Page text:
People who are associated with the dog adoption world often worry about what they call the "Big Black Dog Syndrome". It is based upon their observation that dogs that are large and black, especially Labrador retrievers, shepherd mixes, pit bulls, and Rottweilers are passed over time after time in favor of smaller, lighter colored dogs when it comes to adoptions.
There has been speculation that the reason black dogs have are being rejected is part of the fabric of our cultural heritage. In ancient Egyptian, Greek, Roman and Norse mythologies, black dogs are often associated with death and the supernatural. They are emissaries of evil and in the folklore of Britain and Europe these demonic black hounds can be found hovering around the border spaces between this world and the next, such as graveyards and places where violence has occurred. The black dogs of folklore are not too very different from normal dogs, except that they are large and very dark, and if you look at their eyes they will sometimes flash red with a fiery glow. Certainly if the Devil has a dog he is big and black.
People who work with dog adoption groups argue that these negative ideas hovering in the back of our minds have become a stereotype which is supported by the idea of black dogs unleashing destruction as is often seen in movies, books and television shows. Thus potential pet owners mistakenly assume all black dogs are mean and aggressive, and having such an animal may lead people to believe that the owner has the same negative characteristics that are associated with big black dogs.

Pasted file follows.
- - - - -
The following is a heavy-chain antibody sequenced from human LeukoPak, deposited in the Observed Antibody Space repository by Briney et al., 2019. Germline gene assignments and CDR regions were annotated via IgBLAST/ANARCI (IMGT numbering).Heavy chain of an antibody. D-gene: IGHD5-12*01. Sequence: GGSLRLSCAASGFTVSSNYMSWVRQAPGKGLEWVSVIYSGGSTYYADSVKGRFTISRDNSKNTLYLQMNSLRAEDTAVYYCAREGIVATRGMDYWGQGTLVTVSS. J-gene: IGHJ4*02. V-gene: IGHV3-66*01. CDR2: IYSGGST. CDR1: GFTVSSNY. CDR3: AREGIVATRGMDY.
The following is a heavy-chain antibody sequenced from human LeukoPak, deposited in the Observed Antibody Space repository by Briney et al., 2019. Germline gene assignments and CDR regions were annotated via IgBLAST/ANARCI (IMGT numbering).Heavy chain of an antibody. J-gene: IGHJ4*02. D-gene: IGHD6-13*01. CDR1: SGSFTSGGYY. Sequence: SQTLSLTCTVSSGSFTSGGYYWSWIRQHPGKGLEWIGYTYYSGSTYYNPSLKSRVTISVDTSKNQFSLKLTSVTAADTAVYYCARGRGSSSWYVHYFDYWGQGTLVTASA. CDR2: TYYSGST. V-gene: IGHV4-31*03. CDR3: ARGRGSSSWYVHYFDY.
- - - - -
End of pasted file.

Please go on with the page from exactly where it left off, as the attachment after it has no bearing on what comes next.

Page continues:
Although, according to the American Society for the Prevention of Cruelty to Animals, this problem is not tracked nationally and local shelters keep only limited records on the size, breed, and color of the dogs that are adopted or put down, the problem has become apparent to shelter workers as they see what appears to be a reoccurring pattern where big black dogs do not get adopted.
While these observations may highlight a valid pattern the scientist in me wants some data which shows that there is a problem with black dogs. As a psychologist I know that a person's general attitudes tend to predict their behavior in various situations. Thus I thought that it might be worthwhile to check to see if people really do have a negative attitude toward black dogs.
The idea was to get people to express their feelings toward dogs which differ only in color. The sample of people that I tested were mostly students and staff members at my university. I tested a total of 60 individuals.
The target breed was Labrador Retrievers since they come in three colors, black, brown, and yellow. I used three photos of the dog's heads (one in each color) against similar backgrounds and in similar poses, each with its mouth closed. There were also three standing photos, one of each breed. These six photographs were mixed with 12 others, half of dogs heads and half of dogs standing. This set of "filler photos" consisted of parti-colored dogs, Beagles, Collies, Dalmatians, English Cocker Spaniels, Australian cattle dogs, and Corgis.